Robert Christgau: Dean of American Rock Critics

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  • Time and a Word [Atlantic, 1970] C
  • The Yes Album [Atlantic, 1971] B-
  • Fragile [Atlantic, 1972] B
  • Close to the Edge [Atlantic, 1972] C+
  • Tales from Topographic Oceans [Atlantic, 1974] C
  • Going for the One [Atlantic, 1977] C

Consumer Guide Reviews:

Time and a Word [Atlantic, 1970]
I delayed judgment on the weedy harmonies and genteel virtuosity of their debut, mostly because they covered the Byrds and the Beatles, who flirted with weeds and gentility themselves. This time they cover Richie Havens, synopsize Kahlil Gibran, and insert orchestrations that cry out of the fine hand of Dmitri Tiomkin. Answer to title quiz: "now" and "love." C

The Yes Album [Atlantic, 1971]
Jon Anderson, who delivers the inane Con III lyrics with prissy expertise, and Tony Kaye, whose keyboards run the gamut from vague to overweening, are the bad guys. Bill Bruford, who rocks the rather fancy tempos and signatures, and Chris Squire, best when he gets a good interlock going with Bruford, are the neutrals. And new guitarist Steve Howe makes the record worth hearing if not owning. His commentary throughout "Yours Is No Disgrace," his live acoustic solo "The Clap," and his duet with himself on "Würm" (that's German for "worm," in case you're interested) make the first side almost interesting, and he's at the heart of the album's one great cut, "I've Seen All Good People," where all their arty eclecticism comes together for 6:47. B-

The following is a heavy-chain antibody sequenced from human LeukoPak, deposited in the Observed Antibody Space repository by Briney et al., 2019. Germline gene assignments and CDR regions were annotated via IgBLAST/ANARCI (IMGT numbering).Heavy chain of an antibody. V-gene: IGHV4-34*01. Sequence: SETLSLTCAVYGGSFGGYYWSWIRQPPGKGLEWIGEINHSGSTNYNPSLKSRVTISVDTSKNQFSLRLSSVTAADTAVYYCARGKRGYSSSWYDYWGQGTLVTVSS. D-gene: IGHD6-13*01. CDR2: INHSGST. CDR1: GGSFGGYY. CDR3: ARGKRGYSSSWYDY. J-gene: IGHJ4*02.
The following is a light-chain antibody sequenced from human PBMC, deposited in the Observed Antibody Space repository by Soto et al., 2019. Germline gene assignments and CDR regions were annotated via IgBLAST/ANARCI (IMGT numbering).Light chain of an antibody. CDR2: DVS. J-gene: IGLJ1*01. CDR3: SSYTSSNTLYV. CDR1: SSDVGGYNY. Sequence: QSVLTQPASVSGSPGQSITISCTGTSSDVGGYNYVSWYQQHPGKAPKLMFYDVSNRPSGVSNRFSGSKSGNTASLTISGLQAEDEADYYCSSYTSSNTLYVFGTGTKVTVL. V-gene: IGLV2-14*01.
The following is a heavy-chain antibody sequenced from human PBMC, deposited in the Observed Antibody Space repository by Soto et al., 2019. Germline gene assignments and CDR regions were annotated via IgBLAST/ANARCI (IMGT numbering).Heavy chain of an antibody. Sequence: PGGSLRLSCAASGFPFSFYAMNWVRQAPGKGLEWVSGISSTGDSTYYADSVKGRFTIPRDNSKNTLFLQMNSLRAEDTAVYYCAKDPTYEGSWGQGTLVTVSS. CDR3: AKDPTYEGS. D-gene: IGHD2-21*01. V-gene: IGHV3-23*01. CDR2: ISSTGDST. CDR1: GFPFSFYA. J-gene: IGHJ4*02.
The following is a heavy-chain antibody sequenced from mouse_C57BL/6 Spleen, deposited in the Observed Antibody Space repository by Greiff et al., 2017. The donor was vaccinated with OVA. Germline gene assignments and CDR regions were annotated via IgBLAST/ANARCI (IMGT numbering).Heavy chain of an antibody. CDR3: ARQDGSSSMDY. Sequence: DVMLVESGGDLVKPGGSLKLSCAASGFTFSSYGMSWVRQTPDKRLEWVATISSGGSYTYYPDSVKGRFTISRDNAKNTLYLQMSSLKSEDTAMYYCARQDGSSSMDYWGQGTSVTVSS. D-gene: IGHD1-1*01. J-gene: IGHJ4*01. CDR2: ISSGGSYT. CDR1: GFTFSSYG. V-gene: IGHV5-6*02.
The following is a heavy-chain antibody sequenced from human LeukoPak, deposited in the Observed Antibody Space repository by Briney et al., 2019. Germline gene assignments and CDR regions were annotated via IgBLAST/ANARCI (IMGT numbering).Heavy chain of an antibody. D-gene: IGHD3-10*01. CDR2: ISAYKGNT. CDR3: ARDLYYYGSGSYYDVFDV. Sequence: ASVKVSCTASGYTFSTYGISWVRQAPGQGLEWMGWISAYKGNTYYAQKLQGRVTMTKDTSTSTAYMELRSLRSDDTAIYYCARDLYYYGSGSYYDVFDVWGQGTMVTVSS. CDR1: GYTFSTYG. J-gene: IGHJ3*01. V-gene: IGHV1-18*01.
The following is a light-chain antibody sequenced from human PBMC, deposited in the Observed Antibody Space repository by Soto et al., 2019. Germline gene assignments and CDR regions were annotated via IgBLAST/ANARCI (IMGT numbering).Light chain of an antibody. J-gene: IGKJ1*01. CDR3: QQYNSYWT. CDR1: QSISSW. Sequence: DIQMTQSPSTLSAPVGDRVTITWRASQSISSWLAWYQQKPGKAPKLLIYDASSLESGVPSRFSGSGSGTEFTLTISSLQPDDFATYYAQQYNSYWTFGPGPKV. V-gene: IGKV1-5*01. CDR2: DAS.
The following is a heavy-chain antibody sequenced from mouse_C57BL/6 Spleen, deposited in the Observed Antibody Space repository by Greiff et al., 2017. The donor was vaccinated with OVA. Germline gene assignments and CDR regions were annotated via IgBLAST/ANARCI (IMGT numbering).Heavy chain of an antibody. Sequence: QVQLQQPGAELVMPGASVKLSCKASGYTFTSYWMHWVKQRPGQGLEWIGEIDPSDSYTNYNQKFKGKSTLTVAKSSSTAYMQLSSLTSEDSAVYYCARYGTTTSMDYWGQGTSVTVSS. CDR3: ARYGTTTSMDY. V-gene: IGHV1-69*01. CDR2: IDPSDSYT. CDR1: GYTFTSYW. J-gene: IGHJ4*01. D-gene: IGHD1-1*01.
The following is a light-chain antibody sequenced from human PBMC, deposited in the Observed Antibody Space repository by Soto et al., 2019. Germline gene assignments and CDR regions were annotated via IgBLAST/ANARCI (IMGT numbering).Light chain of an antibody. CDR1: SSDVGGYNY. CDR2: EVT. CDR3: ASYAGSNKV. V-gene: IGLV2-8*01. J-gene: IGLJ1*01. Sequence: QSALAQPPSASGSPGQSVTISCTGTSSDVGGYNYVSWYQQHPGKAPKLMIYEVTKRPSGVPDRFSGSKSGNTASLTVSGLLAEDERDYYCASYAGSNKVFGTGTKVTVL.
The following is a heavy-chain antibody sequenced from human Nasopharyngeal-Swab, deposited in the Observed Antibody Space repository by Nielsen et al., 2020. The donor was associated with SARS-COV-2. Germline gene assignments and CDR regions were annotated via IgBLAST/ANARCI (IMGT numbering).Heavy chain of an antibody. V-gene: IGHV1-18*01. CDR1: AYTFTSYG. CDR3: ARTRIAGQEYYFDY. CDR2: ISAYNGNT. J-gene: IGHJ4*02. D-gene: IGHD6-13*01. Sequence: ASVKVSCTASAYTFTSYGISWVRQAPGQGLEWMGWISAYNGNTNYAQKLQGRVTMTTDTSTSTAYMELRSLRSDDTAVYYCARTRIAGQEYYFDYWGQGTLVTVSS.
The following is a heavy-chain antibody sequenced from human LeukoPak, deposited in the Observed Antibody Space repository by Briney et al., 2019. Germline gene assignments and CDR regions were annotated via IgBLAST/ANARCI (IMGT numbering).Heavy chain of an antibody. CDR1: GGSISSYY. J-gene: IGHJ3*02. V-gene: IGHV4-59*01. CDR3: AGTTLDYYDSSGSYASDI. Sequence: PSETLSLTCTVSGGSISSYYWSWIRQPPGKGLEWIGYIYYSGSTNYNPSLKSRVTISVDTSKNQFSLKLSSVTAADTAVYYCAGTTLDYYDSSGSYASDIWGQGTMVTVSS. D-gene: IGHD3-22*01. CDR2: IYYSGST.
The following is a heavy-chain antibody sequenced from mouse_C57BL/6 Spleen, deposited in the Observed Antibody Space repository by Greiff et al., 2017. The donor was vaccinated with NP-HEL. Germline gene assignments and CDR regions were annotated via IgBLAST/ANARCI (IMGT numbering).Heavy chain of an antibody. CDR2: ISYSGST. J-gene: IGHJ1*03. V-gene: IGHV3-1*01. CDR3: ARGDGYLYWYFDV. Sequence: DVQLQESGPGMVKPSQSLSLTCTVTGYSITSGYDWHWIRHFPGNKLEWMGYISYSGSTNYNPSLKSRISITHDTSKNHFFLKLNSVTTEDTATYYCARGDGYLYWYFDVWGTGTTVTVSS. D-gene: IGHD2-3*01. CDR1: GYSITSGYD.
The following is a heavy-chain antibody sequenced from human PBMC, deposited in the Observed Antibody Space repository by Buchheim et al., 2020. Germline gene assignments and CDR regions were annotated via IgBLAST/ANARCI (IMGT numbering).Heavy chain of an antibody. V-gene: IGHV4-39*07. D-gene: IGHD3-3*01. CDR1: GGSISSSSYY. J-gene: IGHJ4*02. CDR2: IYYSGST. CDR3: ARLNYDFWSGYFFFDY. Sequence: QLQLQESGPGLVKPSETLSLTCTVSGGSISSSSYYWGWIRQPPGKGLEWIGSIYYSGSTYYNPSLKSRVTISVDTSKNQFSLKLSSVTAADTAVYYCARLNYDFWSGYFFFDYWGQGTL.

Fragile [Atlantic, 1972]
I certainly prefer Yes's rock-classical synthesis--in which tricky intros, swooping dynamics, and intense textures are integrated into a self-sustaining (and -propelling) electric framework--to ELP's flashy chopsmanship. "Round-About" is a triumph right down to its nature-mystic lyric, the rhythm players each contribute a viable composition, Steve Howe remains a marvel, and even the rearranged Brahms from new keyboard player Rick Wakeman is tolerable. But isn't there supposed to be more to art than great contrivance? B

Close to the Edge [Atlantic, 1972]
What a waste. They come up with a refrain that sums up everything they do--"I get up I get down"--and apply it only to their ostensible theme, which is the "seasons of man" or something like that. They segue effortlessly from Bach to harpsichord to bluesy rock and roll and don't mean to be funny. Conclusion: At the level of attention they deserve they're a one-idea group. Especially with Jon and Rick up front. C+

Tales from Topographic Oceans [Atlantic, 1974]
Nice "passages" here, as they say, but what flatulent quasisymphonies--the whole is definitely less than the sum of its parts, and some of the parts are pretty negligible. I mean, howcum they didn't choose to echo Graeco-Roman, Hebrew, and African culture as well as the lost Indian, Chinese, Central American, and Atlantean ones? Typical hyperromantic exoticism is one answer, and everybody would know they're full of shit is the other. C

Going for the One [Atlantic, 1977]
The title track may be their best ever, challenging a formula that even apologists are apologizing for by now with cutting hard rock guitar and lyrics in which Jon Anderson casts aspersions upon his own "cosmic mind." But even there you wish you could erase Rick Wakeman, who sticks strictly to organ pomp and ident noodles throughout, and elsewhere Steve Howe has almost as little to say. C

Further Notes:

Everything Rocks and Nothing Ever Dies [1990s]